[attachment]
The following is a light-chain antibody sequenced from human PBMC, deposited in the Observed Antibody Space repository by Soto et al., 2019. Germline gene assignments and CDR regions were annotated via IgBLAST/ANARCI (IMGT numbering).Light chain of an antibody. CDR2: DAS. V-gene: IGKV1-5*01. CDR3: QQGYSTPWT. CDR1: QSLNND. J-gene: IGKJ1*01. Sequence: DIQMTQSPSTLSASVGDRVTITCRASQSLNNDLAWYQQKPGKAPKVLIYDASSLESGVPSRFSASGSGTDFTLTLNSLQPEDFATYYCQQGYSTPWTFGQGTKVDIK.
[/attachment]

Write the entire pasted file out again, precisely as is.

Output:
The following is a light-chain antibody sequenced from human PBMC, deposited in the Observed Antibody Space repository by Soto et al., 2019. Germline gene assignments and CDR regions were annotated via IgBLAST/ANARCI (IMGT numbering).Light chain of an antibody. CDR2: DAS. V-gene: IGKV1-5*01. CDR3: QQGYSTPWT. CDR1: QSLNND. J-gene: IGKJ1*01. Sequence: DIQMTQSPSTLSASVGDRVTITCRASQSLNNDLAWYQQKPGKAPKVLIYDASSLESGVPSRFSASGSGTDFTLTLNSLQPEDFATYYCQQGYSTPWTFGQGTKVDIK.